Quality Really IS Job 1
Some of you may be recharged after the off season, while others may be ramping up from a slower “winter” season of greenhouse growing or endless planning for the 2017 season. Whatever the case may be for you and your flower farming business, work hard, and work smart, to make 2017 your best year yet.
We all know that working hard can entail long hours of physically, and often mentally demanding labor. Whether that means long hours of transplanting plugs and bulbs by yourself, spreading truckloads of compost or mulch as you prep beds and fields for the season, or managing a crew of workers to do the manual labor while you fine-tune the many aspects of a working farm, don’t forget why you decided to be a flower farmer.
There are probably as many reasons why someone decides to be a flower farmer as there are lisianthus varieties. And there are a lot of lisianthus varieties lately. In the roughly 18 years that I have been a member of the ASCFG, I’ve visited well over fifty cut flower growers across North America. Many of these visits were on the tour day of a Conference or a Regional Meeting. Some visits were to consult with new growers just getting started who wanted to learn what to do, and what not to do when starting a cut flower farm. Many visits were done as a “field trip” during a Board Meeting. And others were to growers because I was in the area and I simply invited myself over for a visit.
Of all the growers I’ve visited, no two were the same. Some were similar, as in they were mega-greenhouse operations with dozens of workers, or they were small, one-person farms where the grower is everything from farmer, to mechanic, to designer, to salesperson, to financial juggler, to the collections department. But no two were the same. Like people, every flower farm is unique. While each farm has different product lists, marketing channels, and different financial goals, and a different story to tell, every farm should have the same goal when it comes to the end product. We should all strive to produce the absolute best cut flowers possible, at all times, without compromise. If we ever send poor quality products to the farmers’ market, grocery store, florist, or wholesaler, we are just cheating ourselves. We are cheating ourselves by lowering our quality, lowering our value, and lowering our customers’ expectations. We must do everything possible to prevent lowering anything in relation to the flowers we grow. We want to increase quality, increase sales, and increase profits.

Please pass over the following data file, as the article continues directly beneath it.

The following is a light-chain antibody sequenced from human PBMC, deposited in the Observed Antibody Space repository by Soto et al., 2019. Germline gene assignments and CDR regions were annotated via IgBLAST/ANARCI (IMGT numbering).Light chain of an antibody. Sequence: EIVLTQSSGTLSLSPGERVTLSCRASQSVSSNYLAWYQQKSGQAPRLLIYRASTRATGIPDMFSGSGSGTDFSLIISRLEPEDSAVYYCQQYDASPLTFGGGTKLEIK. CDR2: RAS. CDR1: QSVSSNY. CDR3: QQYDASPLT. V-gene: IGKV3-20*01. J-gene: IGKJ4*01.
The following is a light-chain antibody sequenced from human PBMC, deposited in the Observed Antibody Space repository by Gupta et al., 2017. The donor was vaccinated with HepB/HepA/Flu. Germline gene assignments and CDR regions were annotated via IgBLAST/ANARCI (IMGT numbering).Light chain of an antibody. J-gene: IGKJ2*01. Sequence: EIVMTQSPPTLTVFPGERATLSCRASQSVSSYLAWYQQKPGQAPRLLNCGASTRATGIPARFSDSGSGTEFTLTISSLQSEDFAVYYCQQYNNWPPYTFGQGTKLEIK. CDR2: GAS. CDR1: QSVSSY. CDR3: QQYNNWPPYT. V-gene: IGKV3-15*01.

Unfortunately, a few of the businesses I’ve visited over the years are no longer in business. Some because of hurricanes that wiped the farm off the map, some because of retirement, some because of poor planning, and some because they just couldn’t get to that sweet spot called successful or sustainable.
There are currently at least five ASCFG events in the works for the remainder of 2017 and early 2018. One meeting currently in the planning stages will be held early next year. This will be for established farmers who have been growing for many years. Sessions will be constructed to answer those difficult business questions that come up, but are often brushed to the side and never dealt with, or worse, never even considered. It won’t be a meeting about growing crops, or marketing, or the latest wedding designs. It will include sessions about growing and protecting your business, producing wealth and assets that have value for your retirement (yes, farmers may retire), and planning a succession strategy for you farming business. The ASCFG has been “growing growers” for almost 30 years. We felt it was time to offer a program to those members with established farms, to help them manage the business side of their operations. Look for more details about this meeting, and more in the coming months.
In the meantime, get in touch with another ASCFG member in your area and go visit their farm. And if someone is interested in visiting your farm, invite them over. You may be amazed at how much you can learn from each other, without even trying.